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Whether the firing of Wayne State President M. Roy Wilson at a legally questionable meeting will stand is not the most relevant question facing the university.

It's more to the point to ask why an academic leader as accomplished as Wilson would stay in such a toxic environment? As a physician who is gaining national attention for improving WSU's graduation rates, especially among African American students, Wilson has options.

Not so for the four trustees who are trying to drive him out of Detroit, and now must answer an even more pressing query: Who do they think they can attract to replace him? 

A top level candidate experienced in running a university with a medical school would be as crazy to step into such a dysfunctional environment as Wilson is for staying.

The eight members of the university board are split down the middle on Wilson's presidency, as they are on most other issues. The feuding factions have placed WSU's reputation and its medical school at risk.

At a meeting Monday night, four anti-Wilson trustees led by Michael Busuito took advantage of the absence of a pro-Wilson trustee, Bryan Barnhill, to take a vote on firing Wilson. It passed 4-3, with the additional support of members Dana Thompson, Sandra Hughes O'Brien and Anil Kumar. 

Board Chairwoman Kim Trent, who supports Wilson, says the vote doesn't count because the session was not an official executive committee meeting and may have violated the state's Open Meetings Act. She was backed by Marilyn Kelly and Mark Gaffney. 

This is bound for a courtroom, in all likelihood.

Meanwhile, the damage to WSU's credibility is mounting. Should Wilson go, either voluntarily or by force, it's hard to imagine a board this divided could come to an agreement on a replacement — if a suitable one could be recruited.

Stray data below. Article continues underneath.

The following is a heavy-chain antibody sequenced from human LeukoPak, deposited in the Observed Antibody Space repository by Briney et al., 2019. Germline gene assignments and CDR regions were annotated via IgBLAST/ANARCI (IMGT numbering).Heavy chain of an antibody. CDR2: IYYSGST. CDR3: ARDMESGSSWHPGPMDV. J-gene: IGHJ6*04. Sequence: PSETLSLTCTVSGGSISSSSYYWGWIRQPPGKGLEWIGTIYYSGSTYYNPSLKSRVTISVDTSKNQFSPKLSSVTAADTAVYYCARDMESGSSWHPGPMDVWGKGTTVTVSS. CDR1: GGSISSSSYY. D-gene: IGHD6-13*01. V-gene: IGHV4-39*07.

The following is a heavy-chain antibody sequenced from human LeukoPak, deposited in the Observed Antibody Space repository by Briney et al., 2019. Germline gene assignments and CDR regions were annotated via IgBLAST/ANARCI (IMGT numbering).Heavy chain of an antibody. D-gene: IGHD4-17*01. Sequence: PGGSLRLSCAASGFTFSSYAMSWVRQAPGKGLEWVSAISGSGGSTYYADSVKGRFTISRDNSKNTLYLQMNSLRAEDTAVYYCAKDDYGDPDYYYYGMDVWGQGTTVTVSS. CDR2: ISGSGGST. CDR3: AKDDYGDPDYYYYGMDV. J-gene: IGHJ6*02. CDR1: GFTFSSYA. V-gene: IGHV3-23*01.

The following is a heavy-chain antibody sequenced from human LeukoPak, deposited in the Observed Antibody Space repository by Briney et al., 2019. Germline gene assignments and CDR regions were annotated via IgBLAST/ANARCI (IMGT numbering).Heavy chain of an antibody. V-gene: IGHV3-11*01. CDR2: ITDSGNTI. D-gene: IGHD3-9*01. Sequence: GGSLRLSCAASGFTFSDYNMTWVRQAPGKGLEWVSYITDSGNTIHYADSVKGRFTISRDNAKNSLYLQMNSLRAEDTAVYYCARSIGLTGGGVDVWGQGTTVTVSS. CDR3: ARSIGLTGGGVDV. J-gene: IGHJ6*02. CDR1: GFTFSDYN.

Coaxing a new president to come to Wayne will not be easy unless the board can demonstrate its full support for the new hire.

The primary public dispute centers on Wilson's efforts to move WSU's medical school affiliation to the Henry Ford Health System. Wayne has had a contentious relationship with its current partner, the Detroit Medical Center.

A lawsuit filed last month by a DMC physicians group accuses Wilson and former Vice President of Health Affairs David Hefner of diverting more than $330 million over six years from doctors treating Medicaid patients "to mask WSU's mounting financial losses." Both dispute the allegations. The FBI is reportedly investigating.

Under Wilson's leadership, WSU posted the largest six-year graduation rate improvement in the nation last year, increasing to 47% from 26%. The president also just announced the Heart of Detroit promise, guaranteeing free tuition to any graduate of a Detroit school who qualifies academically.

Wilson has been a good president, and shouldn't have to work in an environment where he's constantly being undermined. That he stays is a reflection of the commitment he has to Wayne State and Detroit.

His opponents on the board may succeed in running him off. But good luck to them in finding a new president of equal skill and stature.  

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